The Perfect Crust
I spend a bulk of my weekends cooking with friends. Our house has, much to my pleasure, become the hang out house for dinners and (a few bottles of) wine. Nights of homemade meals and friends are my absolute favorite part of the week. And oftentimes, after a long work week and not enough groceries around the house, we resort to homemade pizza, which is great because it requires very few ingredients to make the crust and whatever produce and meats we have in the fridge work for the toppings.
I use a rapid rise yeast, and this crust will be ready in just about an hour. And for the toppings, well, that just depends on what we’ve got in the fridge. Some weeks it’s a standard margarita pizza, other days a pesto base topped with arugula right when it comes out of the oven. Pizza is my kind of blank slate. Here’s a really great crust recipe that doesn’t require hours to rise. I hope this finds you surrounded by good friends and plenty of drinks.
FOR DOUGH: (makes two 14-inch pizzas)
- 4 1/2 teaspoons rapid rise yeast
- 1 1/2 cups lukewarm water
- 3 cups AP or whole wheat flour
- 1 tablespoon kosher salt
- Cornmeal, for dusting the sheet or stone
To make it:
Combine 1/2 a cup of warm water with yeast and allow to sit about 5 minutes until combined. Add to flour along with remaining cup of water. Add salt. Mix together then knead until soft. Cover with a clean cloth and let sit for about 30 minutes while preparing toppings. Roll out dough, add toppings and bake for 10-12 minutes until center of the dough is cooked.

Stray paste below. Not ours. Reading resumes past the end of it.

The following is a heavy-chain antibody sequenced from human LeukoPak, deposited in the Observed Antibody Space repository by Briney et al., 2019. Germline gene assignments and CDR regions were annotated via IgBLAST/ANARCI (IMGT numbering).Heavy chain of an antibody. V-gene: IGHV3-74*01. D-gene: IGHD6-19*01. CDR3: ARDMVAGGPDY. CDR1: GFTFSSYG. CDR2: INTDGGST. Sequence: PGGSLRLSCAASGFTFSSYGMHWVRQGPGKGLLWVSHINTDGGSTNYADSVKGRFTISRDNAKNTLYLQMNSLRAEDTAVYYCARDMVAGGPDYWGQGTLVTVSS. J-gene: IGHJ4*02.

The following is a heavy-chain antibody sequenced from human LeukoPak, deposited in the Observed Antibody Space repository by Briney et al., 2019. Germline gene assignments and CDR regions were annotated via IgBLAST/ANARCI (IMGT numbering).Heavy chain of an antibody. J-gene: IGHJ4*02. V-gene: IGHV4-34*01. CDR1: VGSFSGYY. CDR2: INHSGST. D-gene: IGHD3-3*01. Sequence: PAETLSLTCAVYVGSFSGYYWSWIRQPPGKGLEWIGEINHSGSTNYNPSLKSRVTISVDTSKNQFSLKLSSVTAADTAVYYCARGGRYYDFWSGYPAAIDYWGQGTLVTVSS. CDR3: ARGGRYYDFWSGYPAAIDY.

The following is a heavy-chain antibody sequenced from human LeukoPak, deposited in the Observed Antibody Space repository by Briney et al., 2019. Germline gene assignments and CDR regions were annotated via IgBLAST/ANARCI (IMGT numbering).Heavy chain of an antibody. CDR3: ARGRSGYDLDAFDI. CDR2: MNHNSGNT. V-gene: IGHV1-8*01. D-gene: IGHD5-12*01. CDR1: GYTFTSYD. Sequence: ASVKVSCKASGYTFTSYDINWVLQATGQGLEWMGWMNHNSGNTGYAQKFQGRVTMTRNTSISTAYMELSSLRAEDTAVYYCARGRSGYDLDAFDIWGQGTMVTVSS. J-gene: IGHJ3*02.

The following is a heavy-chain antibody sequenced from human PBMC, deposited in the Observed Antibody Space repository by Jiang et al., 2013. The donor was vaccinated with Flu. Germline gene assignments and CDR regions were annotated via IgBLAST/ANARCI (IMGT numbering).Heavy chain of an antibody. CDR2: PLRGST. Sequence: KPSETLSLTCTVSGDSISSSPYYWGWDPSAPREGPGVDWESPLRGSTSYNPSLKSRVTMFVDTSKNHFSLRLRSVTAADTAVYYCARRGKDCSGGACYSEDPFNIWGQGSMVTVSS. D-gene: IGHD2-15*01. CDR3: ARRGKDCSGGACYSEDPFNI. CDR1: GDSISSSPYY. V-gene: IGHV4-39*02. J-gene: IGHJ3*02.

Pizza Tip: A pizza stone, though incredibly helpful, is not entirely necessary for at-home pizza making. A flat surface, such as the bottom side of a sheet pan will work. Whatever pan or stone you’re using, heat it up in the 500 degree oven before placing the pizza on it — this ensures a crispy crust.
Food blogger Kristy has been in love with food ever since she was building restaurants out of her plastic kitchen set at age 5. Now, she spends most of her free time exploring new markets, visiting local farms and perfecting the art of bread baking. Originally from Philly, she dreams of living in the mountains of New England or the Pacific Northwest someday.